Developers are also becoming more adept in using the media to cover their stories. A survey conducted by retail consultant David I. Silver for the International Council of Shopping Centers, and obtained by WWD, noted, “From a development point of view, the local news media is a major factor in shaping opinion for a project among municipal officials and the public at large. With positive media support, many projects gain entitlements more quickly and at less cost. Without it, retail real estate developments often find themselves bogged down in the approval process — or worse, rejected.
It’s not that easy to sway public opinion, however, especially since local politicians are growing sympathetic to citizens, whose rallying cry of “Not in my backyard” reverberates from the concrete jungles of Manhattan to the upscale suburbs of Dallas.
Some cities feel they’ve reached the saturation point when it comes to retail.
“Local citizens have become more active in the government process than they’ve ever been before,” said Cindy Stewart, who oversees an alliance program for mall developers and local governments run by the International Council of Shopping Centers. “In the past, there was more need for retail in general. There was a lot of desire for retail development around the country. A lot of communities have recently said, ‘We’ve had enough. We don’t need any more stores right now.’”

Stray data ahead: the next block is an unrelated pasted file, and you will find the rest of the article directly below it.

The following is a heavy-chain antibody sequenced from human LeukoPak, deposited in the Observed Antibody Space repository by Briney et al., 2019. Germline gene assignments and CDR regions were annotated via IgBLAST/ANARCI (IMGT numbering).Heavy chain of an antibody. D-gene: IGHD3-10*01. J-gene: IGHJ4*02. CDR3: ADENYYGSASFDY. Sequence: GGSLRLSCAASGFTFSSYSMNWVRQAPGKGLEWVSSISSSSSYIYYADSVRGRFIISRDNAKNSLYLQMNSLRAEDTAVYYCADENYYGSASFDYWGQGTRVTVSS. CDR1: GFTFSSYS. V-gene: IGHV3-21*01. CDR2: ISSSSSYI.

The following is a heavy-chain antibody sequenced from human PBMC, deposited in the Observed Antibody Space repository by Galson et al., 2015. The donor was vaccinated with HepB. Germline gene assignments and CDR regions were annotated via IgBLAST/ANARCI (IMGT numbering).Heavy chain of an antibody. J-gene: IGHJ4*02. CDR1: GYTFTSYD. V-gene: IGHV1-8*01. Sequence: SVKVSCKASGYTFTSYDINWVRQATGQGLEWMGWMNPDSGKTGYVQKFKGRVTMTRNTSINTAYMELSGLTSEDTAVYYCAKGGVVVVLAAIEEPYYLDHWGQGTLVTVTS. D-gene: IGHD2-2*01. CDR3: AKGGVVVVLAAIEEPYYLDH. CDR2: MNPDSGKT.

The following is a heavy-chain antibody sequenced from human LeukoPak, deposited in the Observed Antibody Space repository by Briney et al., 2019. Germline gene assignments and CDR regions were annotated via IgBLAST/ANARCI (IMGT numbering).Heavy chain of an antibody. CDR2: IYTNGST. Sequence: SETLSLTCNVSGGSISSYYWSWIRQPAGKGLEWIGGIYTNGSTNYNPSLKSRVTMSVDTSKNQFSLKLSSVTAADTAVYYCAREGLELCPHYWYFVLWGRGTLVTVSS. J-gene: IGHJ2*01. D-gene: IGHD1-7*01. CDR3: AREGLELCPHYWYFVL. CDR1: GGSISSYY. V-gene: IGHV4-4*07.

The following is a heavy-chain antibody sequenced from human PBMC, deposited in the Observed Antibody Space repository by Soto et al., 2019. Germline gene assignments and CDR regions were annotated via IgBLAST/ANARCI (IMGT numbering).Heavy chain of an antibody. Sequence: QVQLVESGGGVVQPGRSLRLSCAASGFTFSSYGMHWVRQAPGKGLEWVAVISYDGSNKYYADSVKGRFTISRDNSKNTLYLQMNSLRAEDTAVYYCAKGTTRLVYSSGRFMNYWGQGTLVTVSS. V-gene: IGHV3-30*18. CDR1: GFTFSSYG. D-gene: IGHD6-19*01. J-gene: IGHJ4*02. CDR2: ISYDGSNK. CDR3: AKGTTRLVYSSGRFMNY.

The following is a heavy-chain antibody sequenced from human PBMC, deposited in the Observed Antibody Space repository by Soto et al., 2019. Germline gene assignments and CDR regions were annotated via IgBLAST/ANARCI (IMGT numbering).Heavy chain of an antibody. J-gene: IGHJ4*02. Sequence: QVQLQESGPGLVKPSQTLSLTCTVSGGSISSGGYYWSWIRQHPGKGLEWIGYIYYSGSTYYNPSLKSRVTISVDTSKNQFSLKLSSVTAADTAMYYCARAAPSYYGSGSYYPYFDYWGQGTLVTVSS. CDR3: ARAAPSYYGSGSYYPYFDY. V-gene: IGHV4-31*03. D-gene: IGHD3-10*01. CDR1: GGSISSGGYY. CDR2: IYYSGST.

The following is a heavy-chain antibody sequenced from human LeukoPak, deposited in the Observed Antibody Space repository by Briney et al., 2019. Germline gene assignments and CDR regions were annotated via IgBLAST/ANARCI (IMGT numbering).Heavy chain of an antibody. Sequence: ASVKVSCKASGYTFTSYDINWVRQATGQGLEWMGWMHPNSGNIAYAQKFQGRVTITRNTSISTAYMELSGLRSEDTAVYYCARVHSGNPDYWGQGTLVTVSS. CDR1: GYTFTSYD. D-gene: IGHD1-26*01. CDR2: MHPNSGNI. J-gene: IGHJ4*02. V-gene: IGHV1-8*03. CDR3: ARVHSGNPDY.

Several years ago, the lure of “ratables,” long a mantra of deficit-laden, tax-burdened towns, was strong. But recently, as the amount of open space has dwindled, the public and their elected officials have begun to take a dimmer view of development.
Communities are facing the difficult reality that ratables can come at a high price: overburdened police and fire departments, increased traffic and sometimes higher crime. Perhaps the end doesn’t justify the means anymore, they wonder. And maybe the cost of fixing the problems caused by shopping centers isn’t worth the tax revenue and jobs they generate.
Until recently, even the most ardent opposition efforts had little chance of stopping well-financed developers from malls. Lately, those efforts have been energized by politicians giving voice to residents’ concerns.
In New Jersey, for example, Governor James McGreevy has made fighting sprawl one of his administration’s main initiatives in 2003. He even promised that the state will help towns fight off the unwanted advances of aggressive, deep-pocketed developers who “effectively bully unwilling taxpayers into submission” by mounting expensive legal challenges to denials of applications or variances.